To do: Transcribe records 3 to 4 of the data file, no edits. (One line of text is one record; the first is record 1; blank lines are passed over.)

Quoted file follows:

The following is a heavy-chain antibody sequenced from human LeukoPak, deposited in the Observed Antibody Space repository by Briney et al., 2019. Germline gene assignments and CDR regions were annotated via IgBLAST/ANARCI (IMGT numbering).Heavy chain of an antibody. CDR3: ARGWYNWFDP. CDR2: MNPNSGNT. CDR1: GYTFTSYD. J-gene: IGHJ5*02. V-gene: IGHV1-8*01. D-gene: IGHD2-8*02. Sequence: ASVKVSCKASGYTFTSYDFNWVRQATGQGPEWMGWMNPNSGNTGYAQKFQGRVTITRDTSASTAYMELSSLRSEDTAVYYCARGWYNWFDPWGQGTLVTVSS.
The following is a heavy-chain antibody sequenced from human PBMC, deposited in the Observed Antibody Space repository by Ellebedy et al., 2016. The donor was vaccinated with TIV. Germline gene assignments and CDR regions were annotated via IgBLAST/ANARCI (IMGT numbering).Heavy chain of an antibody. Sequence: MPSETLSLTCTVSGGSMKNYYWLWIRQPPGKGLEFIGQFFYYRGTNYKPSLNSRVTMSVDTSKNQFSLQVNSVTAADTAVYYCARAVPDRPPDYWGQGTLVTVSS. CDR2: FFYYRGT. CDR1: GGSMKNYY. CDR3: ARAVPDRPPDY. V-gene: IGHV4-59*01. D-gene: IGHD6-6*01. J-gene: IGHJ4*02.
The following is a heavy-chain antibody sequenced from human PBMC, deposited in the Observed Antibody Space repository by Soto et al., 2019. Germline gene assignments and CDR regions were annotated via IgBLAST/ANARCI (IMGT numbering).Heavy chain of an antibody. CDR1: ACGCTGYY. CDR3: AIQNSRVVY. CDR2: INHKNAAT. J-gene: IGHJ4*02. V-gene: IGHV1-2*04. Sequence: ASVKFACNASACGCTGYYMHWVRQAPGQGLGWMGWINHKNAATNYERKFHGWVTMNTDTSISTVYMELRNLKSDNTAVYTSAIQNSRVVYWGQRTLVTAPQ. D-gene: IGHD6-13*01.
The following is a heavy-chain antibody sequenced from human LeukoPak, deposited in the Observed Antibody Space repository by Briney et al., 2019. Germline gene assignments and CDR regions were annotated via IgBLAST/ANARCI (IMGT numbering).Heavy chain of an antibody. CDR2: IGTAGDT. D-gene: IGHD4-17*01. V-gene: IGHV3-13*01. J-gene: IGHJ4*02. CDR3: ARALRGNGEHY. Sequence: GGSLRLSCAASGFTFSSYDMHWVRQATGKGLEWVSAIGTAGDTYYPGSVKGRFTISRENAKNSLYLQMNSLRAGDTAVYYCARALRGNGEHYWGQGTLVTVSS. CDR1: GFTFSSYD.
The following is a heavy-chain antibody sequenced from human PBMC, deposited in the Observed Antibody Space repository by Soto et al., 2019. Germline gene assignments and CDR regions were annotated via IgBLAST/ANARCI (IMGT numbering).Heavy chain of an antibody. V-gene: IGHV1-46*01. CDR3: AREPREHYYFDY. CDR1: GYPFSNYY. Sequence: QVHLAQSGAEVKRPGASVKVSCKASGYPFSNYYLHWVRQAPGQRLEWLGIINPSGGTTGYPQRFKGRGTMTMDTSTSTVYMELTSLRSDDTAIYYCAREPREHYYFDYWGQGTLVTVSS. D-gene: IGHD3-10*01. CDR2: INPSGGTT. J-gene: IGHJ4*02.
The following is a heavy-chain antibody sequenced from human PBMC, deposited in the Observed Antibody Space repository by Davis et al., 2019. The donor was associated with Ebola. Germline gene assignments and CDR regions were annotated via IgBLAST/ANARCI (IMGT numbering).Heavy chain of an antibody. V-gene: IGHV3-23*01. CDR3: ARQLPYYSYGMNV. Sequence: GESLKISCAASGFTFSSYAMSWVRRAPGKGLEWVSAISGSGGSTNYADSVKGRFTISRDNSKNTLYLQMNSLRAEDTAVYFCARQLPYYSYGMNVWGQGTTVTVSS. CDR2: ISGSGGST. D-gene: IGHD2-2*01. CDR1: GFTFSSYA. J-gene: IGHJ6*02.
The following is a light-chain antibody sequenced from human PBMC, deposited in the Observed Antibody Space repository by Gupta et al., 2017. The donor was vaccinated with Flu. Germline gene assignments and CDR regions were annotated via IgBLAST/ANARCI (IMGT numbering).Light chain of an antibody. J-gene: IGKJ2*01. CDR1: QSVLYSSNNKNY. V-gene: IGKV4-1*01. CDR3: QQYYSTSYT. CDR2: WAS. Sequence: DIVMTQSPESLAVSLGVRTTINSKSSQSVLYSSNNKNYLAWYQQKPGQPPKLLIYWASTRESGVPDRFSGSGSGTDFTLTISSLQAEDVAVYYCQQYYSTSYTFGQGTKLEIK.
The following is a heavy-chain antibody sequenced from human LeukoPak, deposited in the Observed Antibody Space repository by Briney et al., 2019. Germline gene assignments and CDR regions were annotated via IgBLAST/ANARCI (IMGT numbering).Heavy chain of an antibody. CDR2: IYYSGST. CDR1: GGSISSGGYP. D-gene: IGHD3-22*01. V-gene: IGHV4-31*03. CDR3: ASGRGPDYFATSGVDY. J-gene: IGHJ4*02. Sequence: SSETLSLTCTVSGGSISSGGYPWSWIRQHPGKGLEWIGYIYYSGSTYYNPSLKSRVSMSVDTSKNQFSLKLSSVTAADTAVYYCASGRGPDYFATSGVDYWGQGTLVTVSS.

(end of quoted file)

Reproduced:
The following is a heavy-chain antibody sequenced from human PBMC, deposited in the Observed Antibody Space repository by Soto et al., 2019. Germline gene assignments and CDR regions were annotated via IgBLAST/ANARCI (IMGT numbering).Heavy chain of an antibody. CDR1: ACGCTGYY. CDR3: AIQNSRVVY. CDR2: INHKNAAT. J-gene: IGHJ4*02. V-gene: IGHV1-2*04. Sequence: ASVKFACNASACGCTGYYMHWVRQAPGQGLGWMGWINHKNAATNYERKFHGWVTMNTDTSISTVYMELRNLKSDNTAVYTSAIQNSRVVYWGQRTLVTAPQ. D-gene: IGHD6-13*01.
The following is a heavy-chain antibody sequenced from human LeukoPak, deposited in the Observed Antibody Space repository by Briney et al., 2019. Germline gene assignments and CDR regions were annotated via IgBLAST/ANARCI (IMGT numbering).Heavy chain of an antibody. CDR2: IGTAGDT. D-gene: IGHD4-17*01. V-gene: IGHV3-13*01. J-gene: IGHJ4*02. CDR3: ARALRGNGEHY. Sequence: GGSLRLSCAASGFTFSSYDMHWVRQATGKGLEWVSAIGTAGDTYYPGSVKGRFTISRENAKNSLYLQMNSLRAGDTAVYYCARALRGNGEHYWGQGTLVTVSS. CDR1: GFTFSSYD.